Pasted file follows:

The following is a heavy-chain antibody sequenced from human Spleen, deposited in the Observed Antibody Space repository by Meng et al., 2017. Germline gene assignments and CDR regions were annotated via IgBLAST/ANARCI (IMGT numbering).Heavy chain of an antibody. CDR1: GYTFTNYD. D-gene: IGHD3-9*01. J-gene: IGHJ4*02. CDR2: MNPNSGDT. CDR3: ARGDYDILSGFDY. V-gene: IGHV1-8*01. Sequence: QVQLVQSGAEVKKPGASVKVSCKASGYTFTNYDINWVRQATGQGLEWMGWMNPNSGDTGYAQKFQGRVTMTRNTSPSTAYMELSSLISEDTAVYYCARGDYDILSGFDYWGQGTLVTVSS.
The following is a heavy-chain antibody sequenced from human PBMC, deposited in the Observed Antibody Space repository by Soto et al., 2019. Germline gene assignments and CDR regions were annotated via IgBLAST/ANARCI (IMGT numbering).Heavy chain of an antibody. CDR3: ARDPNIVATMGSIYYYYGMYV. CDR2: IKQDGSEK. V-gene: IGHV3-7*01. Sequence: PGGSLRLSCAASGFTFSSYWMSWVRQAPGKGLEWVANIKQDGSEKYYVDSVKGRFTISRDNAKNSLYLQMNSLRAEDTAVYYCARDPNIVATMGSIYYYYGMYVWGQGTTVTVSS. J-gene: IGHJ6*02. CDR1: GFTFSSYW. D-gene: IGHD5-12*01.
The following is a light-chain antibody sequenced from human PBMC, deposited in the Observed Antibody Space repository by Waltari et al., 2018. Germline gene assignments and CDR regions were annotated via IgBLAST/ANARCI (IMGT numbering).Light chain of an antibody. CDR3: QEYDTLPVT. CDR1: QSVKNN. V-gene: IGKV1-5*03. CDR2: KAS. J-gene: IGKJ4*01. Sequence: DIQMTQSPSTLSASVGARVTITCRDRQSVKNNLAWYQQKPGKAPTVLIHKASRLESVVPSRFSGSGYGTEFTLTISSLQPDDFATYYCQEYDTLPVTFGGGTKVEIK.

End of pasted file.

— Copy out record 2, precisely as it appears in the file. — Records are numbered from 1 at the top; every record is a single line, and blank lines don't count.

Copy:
The following is a heavy-chain antibody sequenced from human PBMC, deposited in the Observed Antibody Space repository by Soto et al., 2019. Germline gene assignments and CDR regions were annotated via IgBLAST/ANARCI (IMGT numbering).Heavy chain of an antibody. CDR3: ARDPNIVATMGSIYYYYGMYV. CDR2: IKQDGSEK. V-gene: IGHV3-7*01. Sequence: PGGSLRLSCAASGFTFSSYWMSWVRQAPGKGLEWVANIKQDGSEKYYVDSVKGRFTISRDNAKNSLYLQMNSLRAEDTAVYYCARDPNIVATMGSIYYYYGMYVWGQGTTVTVSS. J-gene: IGHJ6*02. CDR1: GFTFSSYW. D-gene: IGHD5-12*01.